Step 6. Repeat over other clusters(a)  If the size of cluster size = Dmin(b)  Distribute the data sample among the clusters(c)  Create single cluster element(d)  Add nearest neighbor in the cluster(e)  Eliminate unwanted instances(f)  End
Step 7. In case two, the value of S is greater than K(a)  Distribute the instances to all clusters, equally(b)  Add the record from Dmin to single element cluster(c)  Follow Step 6(c)(d)  Split Dmin values from each cluster(e)  Follow Step 8(f)  Compete the KN values and add the neighboring values to each cluster similar to case one(g)  Replace QID values with center values in each cluster to anonymize the data clusters.(h)  Repeat the process
Step 8. Calculate the centroid
Step 9. Use Euclidean distance to calculate nearest instances along the centroid in clusters
Step 10. Classify the similar instances using classifiers
Step 11. Merge the equivalent class samples

4. Results and Discussion

The implementation of ECC-ACO is carried out in Java on Eclipse IDE. The study considers two different experiments over smart manufacturing datasets. The ECC-ACO is tested with Smart Energy Data: Aachen/Cologne Smart Factory [21] and Power System Datasets [22]. It can effectively be applied on power system analysis or any application that generates rapid data. The model is tested using three different metrics that include average equivalence class size after classification, discernibility cost, and KullbackLeibler (KL) divergence. Further, the performance of utility is estimated in terms of F-measure, accuracy, and execution time.

4.1. Cluster Output

The conventional methods work on anonymization, which forms equivalence class or groups; however, it fails to provide data related to cluster size. The model uses both these parameters as the cluster significantly provides the difference between ACO and ECC-ACO clustering algorithm based on cluster size. The experiments are conducted on synthetic dataset and adult dataset case one. Further, the results provide the cluster size formed by ACO.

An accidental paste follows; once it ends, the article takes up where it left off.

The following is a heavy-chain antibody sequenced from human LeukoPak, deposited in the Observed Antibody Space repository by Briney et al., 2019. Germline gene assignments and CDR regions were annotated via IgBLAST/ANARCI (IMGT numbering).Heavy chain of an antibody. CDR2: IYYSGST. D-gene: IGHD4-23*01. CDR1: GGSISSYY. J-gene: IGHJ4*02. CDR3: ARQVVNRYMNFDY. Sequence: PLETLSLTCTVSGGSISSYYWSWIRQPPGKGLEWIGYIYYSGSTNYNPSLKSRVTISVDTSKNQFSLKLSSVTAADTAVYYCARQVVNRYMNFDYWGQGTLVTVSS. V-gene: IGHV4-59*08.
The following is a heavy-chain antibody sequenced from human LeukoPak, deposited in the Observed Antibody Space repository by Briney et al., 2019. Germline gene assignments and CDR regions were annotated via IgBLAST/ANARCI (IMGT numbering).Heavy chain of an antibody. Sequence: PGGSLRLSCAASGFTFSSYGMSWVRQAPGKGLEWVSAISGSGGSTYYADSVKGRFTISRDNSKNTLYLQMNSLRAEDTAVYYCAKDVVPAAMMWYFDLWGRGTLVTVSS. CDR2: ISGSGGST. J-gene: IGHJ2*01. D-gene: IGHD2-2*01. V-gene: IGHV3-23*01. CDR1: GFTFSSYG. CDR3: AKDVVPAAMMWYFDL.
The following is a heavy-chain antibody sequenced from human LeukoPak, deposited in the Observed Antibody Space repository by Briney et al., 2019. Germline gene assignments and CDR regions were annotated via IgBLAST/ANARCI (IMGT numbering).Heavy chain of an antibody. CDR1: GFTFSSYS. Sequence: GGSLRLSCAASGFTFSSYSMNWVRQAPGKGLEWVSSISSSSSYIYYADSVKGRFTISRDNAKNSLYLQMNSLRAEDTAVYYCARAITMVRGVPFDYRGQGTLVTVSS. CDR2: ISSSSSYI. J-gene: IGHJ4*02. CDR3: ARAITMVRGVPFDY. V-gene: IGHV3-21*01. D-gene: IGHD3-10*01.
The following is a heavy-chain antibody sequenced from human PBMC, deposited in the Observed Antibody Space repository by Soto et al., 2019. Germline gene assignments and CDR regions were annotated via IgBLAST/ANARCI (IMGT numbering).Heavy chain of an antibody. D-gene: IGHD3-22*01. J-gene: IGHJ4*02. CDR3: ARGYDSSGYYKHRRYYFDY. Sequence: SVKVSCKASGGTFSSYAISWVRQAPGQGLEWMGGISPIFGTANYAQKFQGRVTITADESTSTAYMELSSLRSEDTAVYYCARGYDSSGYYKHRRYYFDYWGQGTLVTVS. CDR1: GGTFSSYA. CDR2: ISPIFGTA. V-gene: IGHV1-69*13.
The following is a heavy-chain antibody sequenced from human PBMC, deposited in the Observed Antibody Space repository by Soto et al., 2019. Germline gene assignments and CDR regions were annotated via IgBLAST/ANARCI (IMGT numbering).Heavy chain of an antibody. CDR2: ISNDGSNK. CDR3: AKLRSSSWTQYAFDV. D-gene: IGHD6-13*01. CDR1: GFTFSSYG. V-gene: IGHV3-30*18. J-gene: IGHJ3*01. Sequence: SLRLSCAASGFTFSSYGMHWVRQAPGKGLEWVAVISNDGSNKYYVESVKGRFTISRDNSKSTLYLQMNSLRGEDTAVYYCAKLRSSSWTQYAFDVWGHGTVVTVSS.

The study considers six different parameters that include the total number of ants (m), a parameter to control the pheromone τ for the sample selection choice probability α, a parameter to control the local heuristic factor η for the sample selection choice probability β, the pheromone persistence coefficient ρ, the pheromone reward factor R, and the pheromone penalty factor Pp.

Figure 2 provides the total number of clusters and cluster frequency of case one. Efficient clusters are created by using the proposed ant colony optimization (ACO) clustering scheme over the given datasets with different sensitive values say 5, 10, and 15 shown in (Figures 2(a)2(c)) with a total of 10000 records and fixed k value. In this experiment, the value of S is varied in order to provide variations between various clusters as per different frequencies. Similarly, the results are obtained by varying the value of k, i.e., 50 (Figure 2(d)) and 100 (Figure 2(e)) with fixed S value. Finally, Figure 2(f) shows the clusters formed by elliptic curve cryptography-ant colony optimization (ECC-ACO) algorithm with fixed k (=300) value and fixed S (=2) value, i.e., case one. The results show that ECC-ACO produces equivalence clusters of differing sizes, whereas the ECC-ACO algorithm forms uniform size.

Finally, the ECC-ACO is compared with models in terms of detection accuracy and F-measure. Here, the study considers the classification of clustered samples in order to find the accurate classes. The above two measures define the total number of correctly classified instances classes with classifiers like Naïve Bayes and J48 and experimented over smart manufacturing dataset. The experiments on case one and case two are carried out on HDFS.

4.2. Comparison with Existing Methods